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Old Oct 26, 2009, 8:28 AM   #1
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Default Digital Camera as aid to Shooting 35mm

Is it possible to use a digital LCD screen as the view for 35mm shooting? If both cameras are set up side by side, and after getting optimum shot in LCD screen, can the digital settings be transferred to the 35mm camera? This might come in handy under unusual shooting conditions where using just a 35mm would be trial and error to get the right settings. But after seeing the results in the LCD screen, using the digital camera settings should make taking the 35mm shot a snap.
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Old Oct 26, 2009, 10:02 AM   #2
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I do not think this would work to good do to white balance, the 35mm film camera has a fixed white balance and a fixed ISO where the digital camera has variable.
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Old Oct 26, 2009, 10:37 AM   #3
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Interesting question, is f4.0 the same amount of light in a film camera as to a digital camera? Will try to run a test today and find out if they are the same or not. Think I still remember how to turn on my 35mm SLR, yeah it's been a while.
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Old Oct 26, 2009, 11:10 AM   #4
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Does your film camera have a built in meter? Most modern film cameras do. For example, all of my SLR film cameras have built in meters.

If so (it has a built in meter), I'd probably use it instead, as you can see some variation in things like ISO sensitivity between camera models (although they should be pretty close).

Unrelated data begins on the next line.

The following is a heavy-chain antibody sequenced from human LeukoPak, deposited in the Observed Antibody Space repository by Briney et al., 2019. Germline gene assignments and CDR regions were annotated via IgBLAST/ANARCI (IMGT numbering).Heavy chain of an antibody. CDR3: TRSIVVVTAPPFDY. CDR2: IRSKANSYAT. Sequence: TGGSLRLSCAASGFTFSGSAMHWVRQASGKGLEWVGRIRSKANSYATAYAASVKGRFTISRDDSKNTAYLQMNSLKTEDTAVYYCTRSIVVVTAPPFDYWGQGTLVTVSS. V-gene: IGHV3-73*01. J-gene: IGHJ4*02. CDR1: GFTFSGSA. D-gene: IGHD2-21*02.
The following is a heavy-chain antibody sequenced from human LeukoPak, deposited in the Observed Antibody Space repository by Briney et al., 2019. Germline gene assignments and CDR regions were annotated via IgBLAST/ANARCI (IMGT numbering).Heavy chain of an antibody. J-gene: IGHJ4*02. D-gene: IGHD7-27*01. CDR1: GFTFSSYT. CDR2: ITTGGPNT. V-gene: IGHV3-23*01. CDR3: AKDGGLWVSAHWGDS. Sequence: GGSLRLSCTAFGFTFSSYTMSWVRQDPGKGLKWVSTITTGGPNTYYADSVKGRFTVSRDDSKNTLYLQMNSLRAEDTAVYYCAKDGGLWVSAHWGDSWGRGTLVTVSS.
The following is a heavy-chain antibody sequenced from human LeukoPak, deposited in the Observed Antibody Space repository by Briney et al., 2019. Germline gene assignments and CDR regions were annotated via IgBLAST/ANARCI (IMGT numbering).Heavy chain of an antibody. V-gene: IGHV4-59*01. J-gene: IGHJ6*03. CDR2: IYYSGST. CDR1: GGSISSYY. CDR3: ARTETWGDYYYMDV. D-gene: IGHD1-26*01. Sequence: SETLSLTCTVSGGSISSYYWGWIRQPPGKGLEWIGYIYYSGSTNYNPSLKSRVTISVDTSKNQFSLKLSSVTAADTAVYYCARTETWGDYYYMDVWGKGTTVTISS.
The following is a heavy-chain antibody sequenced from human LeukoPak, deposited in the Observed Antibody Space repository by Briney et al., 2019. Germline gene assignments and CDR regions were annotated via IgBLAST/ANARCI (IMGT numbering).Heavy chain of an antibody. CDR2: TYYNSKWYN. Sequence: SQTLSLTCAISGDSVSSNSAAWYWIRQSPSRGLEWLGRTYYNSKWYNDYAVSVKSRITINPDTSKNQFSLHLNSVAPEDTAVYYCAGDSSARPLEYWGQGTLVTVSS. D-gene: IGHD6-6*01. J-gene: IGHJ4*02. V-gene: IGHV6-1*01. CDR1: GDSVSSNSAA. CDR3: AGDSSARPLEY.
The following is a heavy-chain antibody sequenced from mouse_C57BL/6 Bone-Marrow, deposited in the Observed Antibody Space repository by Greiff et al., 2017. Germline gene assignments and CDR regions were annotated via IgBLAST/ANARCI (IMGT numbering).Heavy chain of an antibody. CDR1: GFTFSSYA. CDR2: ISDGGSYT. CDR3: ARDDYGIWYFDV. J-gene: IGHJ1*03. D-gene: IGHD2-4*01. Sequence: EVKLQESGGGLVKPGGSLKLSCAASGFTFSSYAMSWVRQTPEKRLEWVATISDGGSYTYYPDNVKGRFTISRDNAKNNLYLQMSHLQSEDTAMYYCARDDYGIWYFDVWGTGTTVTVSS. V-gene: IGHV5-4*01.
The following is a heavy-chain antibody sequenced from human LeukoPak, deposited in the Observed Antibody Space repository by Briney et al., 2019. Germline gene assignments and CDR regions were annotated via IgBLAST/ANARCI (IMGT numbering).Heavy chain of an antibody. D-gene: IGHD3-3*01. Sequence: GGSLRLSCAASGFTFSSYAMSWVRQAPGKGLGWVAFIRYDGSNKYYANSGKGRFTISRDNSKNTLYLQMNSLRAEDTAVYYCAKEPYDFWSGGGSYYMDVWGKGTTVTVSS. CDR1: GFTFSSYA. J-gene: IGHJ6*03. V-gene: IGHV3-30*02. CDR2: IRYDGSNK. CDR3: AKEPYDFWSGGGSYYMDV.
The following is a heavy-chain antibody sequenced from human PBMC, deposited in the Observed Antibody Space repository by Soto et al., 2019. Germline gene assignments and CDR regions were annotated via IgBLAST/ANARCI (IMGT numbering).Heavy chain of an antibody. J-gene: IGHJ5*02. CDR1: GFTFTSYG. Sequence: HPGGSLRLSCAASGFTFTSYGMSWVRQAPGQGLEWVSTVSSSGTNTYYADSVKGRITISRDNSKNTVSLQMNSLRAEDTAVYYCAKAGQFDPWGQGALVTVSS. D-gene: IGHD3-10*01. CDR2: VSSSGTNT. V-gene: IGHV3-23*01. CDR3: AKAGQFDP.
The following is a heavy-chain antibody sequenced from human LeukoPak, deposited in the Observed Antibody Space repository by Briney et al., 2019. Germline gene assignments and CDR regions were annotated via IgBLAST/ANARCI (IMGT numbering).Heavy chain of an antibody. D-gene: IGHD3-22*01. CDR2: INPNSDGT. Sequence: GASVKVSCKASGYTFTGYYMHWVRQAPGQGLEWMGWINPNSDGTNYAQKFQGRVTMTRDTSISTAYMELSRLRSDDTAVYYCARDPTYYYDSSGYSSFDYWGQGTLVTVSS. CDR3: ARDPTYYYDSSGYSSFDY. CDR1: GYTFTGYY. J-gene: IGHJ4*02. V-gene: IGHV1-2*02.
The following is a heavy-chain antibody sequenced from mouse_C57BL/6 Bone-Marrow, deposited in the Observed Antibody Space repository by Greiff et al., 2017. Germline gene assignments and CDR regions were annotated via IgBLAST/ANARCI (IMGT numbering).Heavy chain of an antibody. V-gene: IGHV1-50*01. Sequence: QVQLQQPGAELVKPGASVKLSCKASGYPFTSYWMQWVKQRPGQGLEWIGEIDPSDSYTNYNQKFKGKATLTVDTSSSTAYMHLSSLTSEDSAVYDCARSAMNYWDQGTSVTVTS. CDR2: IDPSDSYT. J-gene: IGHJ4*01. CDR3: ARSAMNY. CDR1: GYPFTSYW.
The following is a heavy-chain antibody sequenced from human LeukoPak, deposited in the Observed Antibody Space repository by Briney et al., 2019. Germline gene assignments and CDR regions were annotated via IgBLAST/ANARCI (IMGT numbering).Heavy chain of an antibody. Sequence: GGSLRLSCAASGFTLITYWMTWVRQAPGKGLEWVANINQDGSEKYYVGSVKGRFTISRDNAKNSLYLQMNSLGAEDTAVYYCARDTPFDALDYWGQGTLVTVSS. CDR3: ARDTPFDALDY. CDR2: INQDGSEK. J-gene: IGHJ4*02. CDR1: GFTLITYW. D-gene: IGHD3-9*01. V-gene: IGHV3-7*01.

I've still got an old Canon rangefinder that I use every once in a great while that does *not* have a built in meter. I just use a hand held meter with it.

But, I guess I could probably use a digital camera and try to estimate the needed settings that way with it (using the digital camera as a meter instead). But, one problem with a non-dSLR camera is that you are not going to be able to stop down the aperture enough to get an equivalent setting (as most non-dSLR models are designed to shoot at much wider aperture settings compared to SLR cameras, and have a *lot* more DOF compared to a 35mm camera for a given aperture setting, focus distance and framing).

So, you'd have to extrapolate the needed settings, depending on the DOF needed. IOW, if your non-dSLR camera is showing a shutter speed of 1/800 second at f/2.8 and ISO 100, you may need to use f/11 (an aperture setting many non-dSLR camera won't have) with a shutter speed of around 1/50 second with ISO 100 film to get the roughly same depth of field (given the same subject framing).
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Old Oct 26, 2009, 12:23 PM   #5
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What got me thinking about this was the last couple of posts by Spy. His light painting shots at night with beautiful pinks and blues in the sky. Would those shots have been possible with a 35mm camera? If you were shooting with a 35mm how many shots would you bracket in hopes of getting the same colors?
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Old Oct 27, 2009, 9:44 AM   #6
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I was a a lecture from a National Geographic Photographer back in the 70's who did sunsets by shooting at all f-stops/speeds to get one good photo.
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Old Oct 27, 2009, 1:56 PM   #7
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Quote:
Originally Posted by whitepass View Post
I was a a lecture from a National Geographic Photographer back in the 70's who did sunsets by shooting at all f-stops/speeds to get one good photo.
Well that would certainly cover it wouldnt it? I dont like to waste film and never did. I was hoping there was a relationship between the digital camera and shooting 35mm.
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Old Oct 27, 2009, 2:28 PM   #8
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Well yes. There is no reason not to use your digital camera in place of polaroids. :-)

Metering doesn't always tell the whole story in scenes with high dynamic range, so it can be useful to get previews. Many studio photographers used to have Polaroid backs that they would use before switching to negative or positive films.